|Moran Opening Statement at Full Committee Markup for the Interior & Environment Appropriations bill, FY2013|
Subcommittee Ranking Member Rep. James Moran
June 27th, 2012
"Mr. Chairman, every bill this committee considers is important and the FY 2013 Interior, Environment, and Related Agencies bill is certainly no exception. Literally, the quality of the air we breathe and the water we drink depends on programs funded by this bill. Millions of Americans make their vacation plans based on their ability to enjoy the natural, scenic, recreational, and cultural resources whose protection is funded by this bill. This bill also provides a lifeline for millions of Native Americans, as well as a host of fish and wildlife programs that are vital to the survival of numerous plant and animal species.
"That is why I am so disappointed that as a result of Republican's blind adherence to the Ryan budget, which abandons the bipartisan budget agreement of last summer, the Interior and Environment Subcommittee is saddled with an unrealistic 302(b) allocation. The $28 billion allocated to the subcommittee is $1.2 billion below fiscal year 2012 and $1.7 billion below the President's request.
"I want to commend Chairman Simpson for the open and collaborative manner he has carried out his duties laboring under this constrained allocation. My working relationship with him has been first-rate, and he should be recognized for his work in chairing 16 budget hearings and receiving testimony from nearly 140 witnesses. Along with my colleague Tom Cole, he has been a true champion for Native Americans.
"Despite the high esteem I have for Chairman Simpson, I cannot support this bill. The deep funding cuts necessitated by the 302(b) allocation, as well as the various special interest riders and funding limitations that were included in the subcommittee bill, would cause real harm to the environment and to efforts to preserve America's natural and cultural heritage.
"When it comes to funding, there is little good news in this bill. I recognize and appreciate the efforts to protect funding for Indian programs. I only wish this protection could have extended to other portions of the bill.
"The list of cuts is long and deep. The Fish and Wildlife Service would be cut by $316 million below FY 2012; an incredible 21 percent cut in their budget, with a $42 million cut in endangered species programs and a $48 million cut to the National Wildlife Refuge System.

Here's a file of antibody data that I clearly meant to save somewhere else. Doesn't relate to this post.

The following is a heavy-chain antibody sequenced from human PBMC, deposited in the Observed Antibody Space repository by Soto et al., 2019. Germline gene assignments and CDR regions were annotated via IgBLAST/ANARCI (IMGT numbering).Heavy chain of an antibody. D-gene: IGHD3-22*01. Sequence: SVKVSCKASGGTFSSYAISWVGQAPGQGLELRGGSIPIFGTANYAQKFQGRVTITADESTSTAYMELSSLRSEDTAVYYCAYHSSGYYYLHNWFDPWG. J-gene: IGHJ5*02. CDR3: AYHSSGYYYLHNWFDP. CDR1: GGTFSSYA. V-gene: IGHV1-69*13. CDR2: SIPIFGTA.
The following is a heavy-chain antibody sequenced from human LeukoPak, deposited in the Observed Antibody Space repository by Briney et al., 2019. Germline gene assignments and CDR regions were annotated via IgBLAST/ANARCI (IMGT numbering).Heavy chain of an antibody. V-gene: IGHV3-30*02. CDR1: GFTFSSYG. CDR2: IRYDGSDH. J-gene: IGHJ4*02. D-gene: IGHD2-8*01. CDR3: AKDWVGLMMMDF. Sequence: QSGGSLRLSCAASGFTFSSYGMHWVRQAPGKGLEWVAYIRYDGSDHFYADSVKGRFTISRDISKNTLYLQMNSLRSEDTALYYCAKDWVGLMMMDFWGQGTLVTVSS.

"The U.S. Geological Survey would take a $101 million cut, with many science programs taking a hit. The Ecosystems program would be cut by nearly $29 million, with the Natural Hazards program, which includes our earthquake and volcano early warning systems, taking a $27 million cut.
"The Land and Water Conservation Fund program would be funded at just $66 million, a cut of $279 million or 80 percent from FY 2012 and the lowest level since the fund's creation.
"The National Endowment for the Arts and National Endowment for the Humanities would each be cut by $14 million below FY 2012. The $132 million provided to each would be below the FY 2008 funding level.
"Let's talk about the proposed cuts to EPA; $1.4 billion below FY 2012. Science and Technology programs would be significantly scaled back. Safe Drinking Water and Clean Drinking Water Revolving Funds would be cut by $866 million. These are important programs that protect our drinking water, prevent the spread of waterborne diseases and create jobs in our communities.
"I could continue to detail these cuts, but I think Members understand the magnitude of what we are facing with this bill. Compare these numerous and significant cuts with the increases proposed to such subsidized programs as grazing (+$2.6 million) and oil and gas operations (+$21.5 million). There are definitely some winners and losers in this bill.
"There is an old Dakota Sioux proverb that says "We will be known forever by the tracks we leave." I, for one, do not want to follow the path laid out by this bill. The legacy we leave to the future should not be one of diminished air and water and exhausted natural resources.
"Mr. Chairman, we on the Democratic side do not plan to offer many amendments to the bill. Given the numerous shortcoming with the legislation, it would be like putting lipstick on a pig. Our few amendments however appear to be dwarfed by what our Republican colleagues are planning to offer. I have resisted using the word dump truck to describe this bill but with the amendments prepared by the other side, it looks like the trucks are lining up.
"Today's consideration of the Interior, Environment, and Related Agencies bill is just one step in a long process to enactment. I intend to continue to work closely with Chairman Simpson to resolve our differences on the bill with the hope that in the end we will have a product that we can both support. Thank you Mr. Chairman."